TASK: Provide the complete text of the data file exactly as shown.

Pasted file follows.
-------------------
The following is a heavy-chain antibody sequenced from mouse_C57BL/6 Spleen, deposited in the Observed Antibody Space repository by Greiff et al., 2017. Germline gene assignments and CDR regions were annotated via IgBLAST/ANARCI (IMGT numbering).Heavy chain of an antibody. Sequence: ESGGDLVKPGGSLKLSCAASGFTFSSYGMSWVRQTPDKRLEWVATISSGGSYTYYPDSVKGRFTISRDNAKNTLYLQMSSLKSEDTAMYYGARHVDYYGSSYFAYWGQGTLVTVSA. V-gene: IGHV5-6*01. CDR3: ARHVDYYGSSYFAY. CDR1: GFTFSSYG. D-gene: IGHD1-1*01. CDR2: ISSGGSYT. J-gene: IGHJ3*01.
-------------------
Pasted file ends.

The following is a heavy-chain antibody sequenced from mouse_C57BL/6 Spleen, deposited in the Observed Antibody Space repository by Greiff et al., 2017. Germline gene assignments and CDR regions were annotated via IgBLAST/ANARCI (IMGT numbering).Heavy chain of an antibody. Sequence: ESGGDLVKPGGSLKLSCAASGFTFSSYGMSWVRQTPDKRLEWVATISSGGSYTYYPDSVKGRFTISRDNAKNTLYLQMSSLKSEDTAMYYGARHVDYYGSSYFAYWGQGTLVTVSA. V-gene: IGHV5-6*01. CDR3: ARHVDYYGSSYFAY. CDR1: GFTFSSYG. D-gene: IGHD1-1*01. CDR2: ISSGGSYT. J-gene: IGHJ3*01.